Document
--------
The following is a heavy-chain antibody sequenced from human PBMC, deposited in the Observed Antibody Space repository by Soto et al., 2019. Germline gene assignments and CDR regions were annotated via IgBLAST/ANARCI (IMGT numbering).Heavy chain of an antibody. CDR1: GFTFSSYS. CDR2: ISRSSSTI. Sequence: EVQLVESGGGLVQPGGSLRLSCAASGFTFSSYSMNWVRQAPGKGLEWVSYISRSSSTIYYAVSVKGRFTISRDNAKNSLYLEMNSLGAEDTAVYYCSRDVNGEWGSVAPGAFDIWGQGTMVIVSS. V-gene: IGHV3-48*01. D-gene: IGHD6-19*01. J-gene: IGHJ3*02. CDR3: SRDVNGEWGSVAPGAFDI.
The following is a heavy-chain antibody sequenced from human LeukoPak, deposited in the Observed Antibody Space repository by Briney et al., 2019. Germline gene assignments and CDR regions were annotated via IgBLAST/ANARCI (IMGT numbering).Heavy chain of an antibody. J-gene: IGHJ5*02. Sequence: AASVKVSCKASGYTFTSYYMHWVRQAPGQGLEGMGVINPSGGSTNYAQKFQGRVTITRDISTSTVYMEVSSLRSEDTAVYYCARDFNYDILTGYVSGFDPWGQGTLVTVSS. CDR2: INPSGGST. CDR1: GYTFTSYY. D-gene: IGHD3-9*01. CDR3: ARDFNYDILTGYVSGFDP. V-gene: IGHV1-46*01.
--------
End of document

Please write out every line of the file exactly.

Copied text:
The following is a heavy-chain antibody sequenced from human PBMC, deposited in the Observed Antibody Space repository by Soto et al., 2019. Germline gene assignments and CDR regions were annotated via IgBLAST/ANARCI (IMGT numbering).Heavy chain of an antibody. CDR1: GFTFSSYS. CDR2: ISRSSSTI. Sequence: EVQLVESGGGLVQPGGSLRLSCAASGFTFSSYSMNWVRQAPGKGLEWVSYISRSSSTIYYAVSVKGRFTISRDNAKNSLYLEMNSLGAEDTAVYYCSRDVNGEWGSVAPGAFDIWGQGTMVIVSS. V-gene: IGHV3-48*01. D-gene: IGHD6-19*01. J-gene: IGHJ3*02. CDR3: SRDVNGEWGSVAPGAFDI.
The following is a heavy-chain antibody sequenced from human LeukoPak, deposited in the Observed Antibody Space repository by Briney et al., 2019. Germline gene assignments and CDR regions were annotated via IgBLAST/ANARCI (IMGT numbering).Heavy chain of an antibody. J-gene: IGHJ5*02. Sequence: AASVKVSCKASGYTFTSYYMHWVRQAPGQGLEGMGVINPSGGSTNYAQKFQGRVTITRDISTSTVYMEVSSLRSEDTAVYYCARDFNYDILTGYVSGFDPWGQGTLVTVSS. CDR2: INPSGGST. CDR1: GYTFTSYY. D-gene: IGHD3-9*01. CDR3: ARDFNYDILTGYVSGFDP. V-gene: IGHV1-46*01.